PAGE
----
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Habiba Sarabi the lone woman in a room full of men at Moscow meeting



(Last Updated On: March 19, 2021)

Despite repeated pledges by the Afghan government and the country’s politicians to include women in decision making processes, Thursday’s grand meeting in Moscow on the peace process indicated otherwise.

As delegates filed into the meeting room – it quickly became clear that among the dozens present, all were men – except for one.

Habiba Sarabi was the only female among the Afghan delegates – which included the Afghan government, the Taliban and individuals from Afghanistan who were sent invitations by Moscow.

Sarabi was the lone female voice in a room full of men.

In a tweet after the meeting, Sarabi made her feelings on the matter clear and said in reference to the Turkey meeting in April: “I hope I will not be the only woman at the next summit.”

Coming out in support of Sarabi was Nader Nadery, a fellow Afghan Republic peace talks team member, who said after the meeting that Sarabi “said in her remarks to the room full of men: why I should be the only woman in the room? We have not been part of the war, we can certainly contribute to peace. 51% of people should not be ignored. Hope hosts take note of it for the future.”

Nadery also stated that he hopes an “equal number of women on tables should become the norm. Proud of Sarabi Habiba.”

Shaharzad Akbar, chairperson of the Afghanistan Independent Human Rights Commission (AIHRC) also questioned this imbalance.

She said in a tweet: “Based on media reports, some of the invitations for Moscow event were delivered to specific individuals. Why didn’t Russia include a single Afghan woman on that list? There was also an invitation to Afghan government presumably, why wasn’t that invitation utilized to send four women negotiators?”

Even Ashraf Haidari, Afghanistan’s Ambassador to Sri Lanka, weighed in. He said in a tweet: “The presence of articulate women slowly diminished in peace meetings. Their substantive input and leadership in any peace engagement is naturally needed, as they speak for two thirds of any population, including children they nurture. Moscow wouldn’t care. Every Afghan must!”

This sentiment was shared by many including Human Rights Watch interim co-director, women’s rights division Heather Barr who quite bluntly said: “So easy for all the men – of varying, but not too varying, levels of misogyny – to snuggle up and make friends when they only let one woman in the room.”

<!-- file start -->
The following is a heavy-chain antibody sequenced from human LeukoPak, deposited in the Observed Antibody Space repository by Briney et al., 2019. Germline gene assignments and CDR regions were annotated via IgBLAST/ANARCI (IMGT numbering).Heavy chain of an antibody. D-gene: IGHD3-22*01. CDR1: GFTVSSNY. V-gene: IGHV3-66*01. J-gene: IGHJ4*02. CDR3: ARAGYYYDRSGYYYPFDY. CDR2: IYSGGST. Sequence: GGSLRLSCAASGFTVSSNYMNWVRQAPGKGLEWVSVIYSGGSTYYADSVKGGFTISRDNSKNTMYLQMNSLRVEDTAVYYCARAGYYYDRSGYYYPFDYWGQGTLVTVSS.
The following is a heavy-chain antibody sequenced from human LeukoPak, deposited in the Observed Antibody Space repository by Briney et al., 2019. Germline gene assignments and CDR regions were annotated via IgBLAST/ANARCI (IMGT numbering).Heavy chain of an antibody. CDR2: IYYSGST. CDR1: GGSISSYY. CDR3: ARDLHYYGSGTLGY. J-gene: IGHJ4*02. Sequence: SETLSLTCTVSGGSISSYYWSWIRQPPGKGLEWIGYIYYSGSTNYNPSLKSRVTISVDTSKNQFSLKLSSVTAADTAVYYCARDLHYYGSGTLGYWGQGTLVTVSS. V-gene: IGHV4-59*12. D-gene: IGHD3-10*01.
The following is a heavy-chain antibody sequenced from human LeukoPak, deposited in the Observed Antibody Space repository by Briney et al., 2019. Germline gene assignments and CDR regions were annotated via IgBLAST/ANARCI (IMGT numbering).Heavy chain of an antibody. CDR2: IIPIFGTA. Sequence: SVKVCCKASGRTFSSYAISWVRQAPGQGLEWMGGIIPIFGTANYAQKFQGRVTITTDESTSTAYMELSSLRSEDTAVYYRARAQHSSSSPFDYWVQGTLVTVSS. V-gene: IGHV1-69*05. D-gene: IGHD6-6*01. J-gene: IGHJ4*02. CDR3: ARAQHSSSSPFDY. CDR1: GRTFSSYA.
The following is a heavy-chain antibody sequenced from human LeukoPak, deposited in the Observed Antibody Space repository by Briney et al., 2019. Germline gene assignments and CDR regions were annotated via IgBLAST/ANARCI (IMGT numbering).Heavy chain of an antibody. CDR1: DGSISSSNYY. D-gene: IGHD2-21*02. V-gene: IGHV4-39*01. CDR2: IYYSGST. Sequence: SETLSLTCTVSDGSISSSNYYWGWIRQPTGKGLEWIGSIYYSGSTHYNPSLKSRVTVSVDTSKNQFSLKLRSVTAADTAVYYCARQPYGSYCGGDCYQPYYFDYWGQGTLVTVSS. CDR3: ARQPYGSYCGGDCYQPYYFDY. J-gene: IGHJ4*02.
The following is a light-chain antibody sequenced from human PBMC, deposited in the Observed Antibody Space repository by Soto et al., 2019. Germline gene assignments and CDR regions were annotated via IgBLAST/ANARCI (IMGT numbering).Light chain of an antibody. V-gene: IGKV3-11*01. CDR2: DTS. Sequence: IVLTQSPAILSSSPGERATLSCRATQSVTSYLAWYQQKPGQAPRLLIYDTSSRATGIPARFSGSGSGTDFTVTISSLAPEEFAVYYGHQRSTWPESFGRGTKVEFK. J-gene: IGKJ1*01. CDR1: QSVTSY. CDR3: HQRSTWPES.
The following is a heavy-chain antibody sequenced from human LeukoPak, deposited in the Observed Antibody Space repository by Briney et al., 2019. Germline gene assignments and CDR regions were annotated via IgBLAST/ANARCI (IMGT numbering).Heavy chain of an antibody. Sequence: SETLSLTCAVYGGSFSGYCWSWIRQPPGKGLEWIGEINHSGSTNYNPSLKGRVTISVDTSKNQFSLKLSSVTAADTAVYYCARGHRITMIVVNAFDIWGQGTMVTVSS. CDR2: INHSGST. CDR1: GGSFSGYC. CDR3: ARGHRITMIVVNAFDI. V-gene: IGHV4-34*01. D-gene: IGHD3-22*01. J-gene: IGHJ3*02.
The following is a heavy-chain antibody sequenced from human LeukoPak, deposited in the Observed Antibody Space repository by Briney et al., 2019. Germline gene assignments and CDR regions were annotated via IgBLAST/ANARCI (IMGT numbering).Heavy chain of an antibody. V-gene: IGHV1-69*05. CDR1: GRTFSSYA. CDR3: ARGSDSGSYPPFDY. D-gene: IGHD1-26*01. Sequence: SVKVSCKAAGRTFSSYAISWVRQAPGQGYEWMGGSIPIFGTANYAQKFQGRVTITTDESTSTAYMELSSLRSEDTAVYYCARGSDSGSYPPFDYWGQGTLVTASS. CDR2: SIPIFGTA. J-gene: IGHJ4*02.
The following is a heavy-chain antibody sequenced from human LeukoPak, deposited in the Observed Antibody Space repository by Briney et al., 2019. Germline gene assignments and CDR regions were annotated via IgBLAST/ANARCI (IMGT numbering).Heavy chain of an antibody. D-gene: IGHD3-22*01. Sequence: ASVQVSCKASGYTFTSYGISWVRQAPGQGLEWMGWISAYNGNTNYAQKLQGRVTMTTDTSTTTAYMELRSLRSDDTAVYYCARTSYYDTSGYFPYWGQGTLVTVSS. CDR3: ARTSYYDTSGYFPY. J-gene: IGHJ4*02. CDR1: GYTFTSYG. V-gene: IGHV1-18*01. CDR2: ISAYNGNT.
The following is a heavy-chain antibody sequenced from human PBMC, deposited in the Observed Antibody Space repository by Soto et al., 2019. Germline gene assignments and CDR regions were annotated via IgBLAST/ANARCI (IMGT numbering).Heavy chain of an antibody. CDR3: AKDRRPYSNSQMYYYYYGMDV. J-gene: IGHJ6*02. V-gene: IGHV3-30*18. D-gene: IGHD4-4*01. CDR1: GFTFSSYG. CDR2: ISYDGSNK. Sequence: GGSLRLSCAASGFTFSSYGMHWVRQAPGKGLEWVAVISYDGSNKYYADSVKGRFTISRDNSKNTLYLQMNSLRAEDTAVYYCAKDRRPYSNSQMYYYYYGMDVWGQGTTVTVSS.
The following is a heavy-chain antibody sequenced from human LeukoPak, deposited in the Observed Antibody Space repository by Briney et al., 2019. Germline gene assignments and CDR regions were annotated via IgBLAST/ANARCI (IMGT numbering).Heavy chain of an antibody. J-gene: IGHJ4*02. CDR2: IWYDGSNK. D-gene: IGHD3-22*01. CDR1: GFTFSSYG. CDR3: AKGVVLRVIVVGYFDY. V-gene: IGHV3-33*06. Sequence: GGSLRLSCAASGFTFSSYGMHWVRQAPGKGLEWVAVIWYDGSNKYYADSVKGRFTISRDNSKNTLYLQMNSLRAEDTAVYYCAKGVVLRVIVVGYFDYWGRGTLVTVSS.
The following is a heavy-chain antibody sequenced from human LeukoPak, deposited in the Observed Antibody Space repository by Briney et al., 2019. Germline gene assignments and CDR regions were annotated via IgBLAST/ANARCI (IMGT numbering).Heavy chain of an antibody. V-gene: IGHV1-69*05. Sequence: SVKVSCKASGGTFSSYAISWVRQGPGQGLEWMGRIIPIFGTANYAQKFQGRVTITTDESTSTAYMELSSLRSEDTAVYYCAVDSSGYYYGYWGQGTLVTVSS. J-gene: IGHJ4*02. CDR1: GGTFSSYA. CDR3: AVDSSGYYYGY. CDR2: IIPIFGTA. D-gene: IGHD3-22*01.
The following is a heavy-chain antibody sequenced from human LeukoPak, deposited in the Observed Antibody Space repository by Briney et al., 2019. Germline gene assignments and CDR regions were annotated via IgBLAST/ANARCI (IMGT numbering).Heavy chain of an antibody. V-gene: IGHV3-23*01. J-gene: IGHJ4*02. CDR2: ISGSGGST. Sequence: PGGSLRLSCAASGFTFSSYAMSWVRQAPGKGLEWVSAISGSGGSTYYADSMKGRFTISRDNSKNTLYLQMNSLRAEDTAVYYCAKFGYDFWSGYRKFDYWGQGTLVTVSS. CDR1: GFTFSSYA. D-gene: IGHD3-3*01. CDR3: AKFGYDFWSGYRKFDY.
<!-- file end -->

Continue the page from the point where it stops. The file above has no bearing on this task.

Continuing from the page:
Even Lyse Doucet, the BBC’s Chief International Correspondent commented. She said: “Strong voices of Afghan women. Is that why they don’t want more at the table?”

Soon after the start of the intra-Afghan talks in Doha, in September last year, Oxfam, Cordaid and InclusivePeace released a report stating that nearly 80 percent of Afghanistan’s peace tables, since 2005, have excluded women.

At the time, the report stated that without the meaningful participation of women, any sustainable peace efforts are at risk of failure.

The joint report Because She Matters, highlighted tangible ways to ensure women’s propositions and concerns are reflected in the negotiation process. It also showed that peace is more attainable when women have a place at the table, as peace agreements are 35 percent more likely to last beyond fifteen years when women effectively engage in them.

“Continued exclusion of women from Afghanistan peace efforts and decision-making will not only jeopordise the realisation of a true and sustainable peace, but blatantly disregard women’s rights to define their own future. We fear hard-won gains in women’s rights could be reversed”, said Ashish Damle, Oxfam’s Country Director in Afghanistan.

“Continued exclusion of women from Afghanistan peace efforts and decision-making will not only jeopordise the realisation of a true and sustainable peace, but blatantly disregard women’s rights to define their own future.”

During the meetings between the US government and the Taliban in Doha in February last year that set the stage for the start of the intra-Afghan peace process in September, not one woman was included in the conversation; and consequently women’s rights were not mentioned in the resulting deal struck a year ago.